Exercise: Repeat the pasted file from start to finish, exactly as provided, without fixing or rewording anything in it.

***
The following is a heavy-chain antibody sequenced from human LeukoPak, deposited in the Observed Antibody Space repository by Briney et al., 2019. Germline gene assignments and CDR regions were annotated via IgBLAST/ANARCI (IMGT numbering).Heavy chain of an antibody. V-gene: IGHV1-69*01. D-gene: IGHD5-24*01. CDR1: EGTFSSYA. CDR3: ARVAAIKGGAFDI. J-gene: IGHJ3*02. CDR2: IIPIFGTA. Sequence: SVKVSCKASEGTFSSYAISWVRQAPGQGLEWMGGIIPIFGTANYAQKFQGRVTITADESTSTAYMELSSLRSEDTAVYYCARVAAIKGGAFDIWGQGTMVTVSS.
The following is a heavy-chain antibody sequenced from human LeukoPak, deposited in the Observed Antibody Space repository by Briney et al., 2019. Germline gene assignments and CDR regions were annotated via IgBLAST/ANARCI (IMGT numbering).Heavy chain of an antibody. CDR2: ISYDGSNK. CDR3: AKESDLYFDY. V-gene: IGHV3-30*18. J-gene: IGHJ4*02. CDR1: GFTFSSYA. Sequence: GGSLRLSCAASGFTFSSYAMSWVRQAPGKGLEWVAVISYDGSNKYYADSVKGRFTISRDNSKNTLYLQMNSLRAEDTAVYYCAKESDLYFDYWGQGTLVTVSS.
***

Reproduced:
The following is a heavy-chain antibody sequenced from human LeukoPak, deposited in the Observed Antibody Space repository by Briney et al., 2019. Germline gene assignments and CDR regions were annotated via IgBLAST/ANARCI (IMGT numbering).Heavy chain of an antibody. V-gene: IGHV1-69*01. D-gene: IGHD5-24*01. CDR1: EGTFSSYA. CDR3: ARVAAIKGGAFDI. J-gene: IGHJ3*02. CDR2: IIPIFGTA. Sequence: SVKVSCKASEGTFSSYAISWVRQAPGQGLEWMGGIIPIFGTANYAQKFQGRVTITADESTSTAYMELSSLRSEDTAVYYCARVAAIKGGAFDIWGQGTMVTVSS.
The following is a heavy-chain antibody sequenced from human LeukoPak, deposited in the Observed Antibody Space repository by Briney et al., 2019. Germline gene assignments and CDR regions were annotated via IgBLAST/ANARCI (IMGT numbering).Heavy chain of an antibody. CDR2: ISYDGSNK. CDR3: AKESDLYFDY. V-gene: IGHV3-30*18. J-gene: IGHJ4*02. CDR1: GFTFSSYA. Sequence: GGSLRLSCAASGFTFSSYAMSWVRQAPGKGLEWVAVISYDGSNKYYADSVKGRFTISRDNSKNTLYLQMNSLRAEDTAVYYCAKESDLYFDYWGQGTLVTVSS.